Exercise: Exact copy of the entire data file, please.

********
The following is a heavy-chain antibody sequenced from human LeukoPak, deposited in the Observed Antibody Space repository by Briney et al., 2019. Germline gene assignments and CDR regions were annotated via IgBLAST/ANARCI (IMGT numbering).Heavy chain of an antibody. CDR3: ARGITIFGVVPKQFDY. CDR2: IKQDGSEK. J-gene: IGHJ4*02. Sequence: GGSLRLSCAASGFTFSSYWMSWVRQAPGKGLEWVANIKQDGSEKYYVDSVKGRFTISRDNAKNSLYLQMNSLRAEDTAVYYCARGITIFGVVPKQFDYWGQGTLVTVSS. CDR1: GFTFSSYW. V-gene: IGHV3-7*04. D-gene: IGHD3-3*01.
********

The following is a heavy-chain antibody sequenced from human LeukoPak, deposited in the Observed Antibody Space repository by Briney et al., 2019. Germline gene assignments and CDR regions were annotated via IgBLAST/ANARCI (IMGT numbering).Heavy chain of an antibody. CDR3: ARGITIFGVVPKQFDY. CDR2: IKQDGSEK. J-gene: IGHJ4*02. Sequence: GGSLRLSCAASGFTFSSYWMSWVRQAPGKGLEWVANIKQDGSEKYYVDSVKGRFTISRDNAKNSLYLQMNSLRAEDTAVYYCARGITIFGVVPKQFDYWGQGTLVTVSS. CDR1: GFTFSSYW. V-gene: IGHV3-7*04. D-gene: IGHD3-3*01.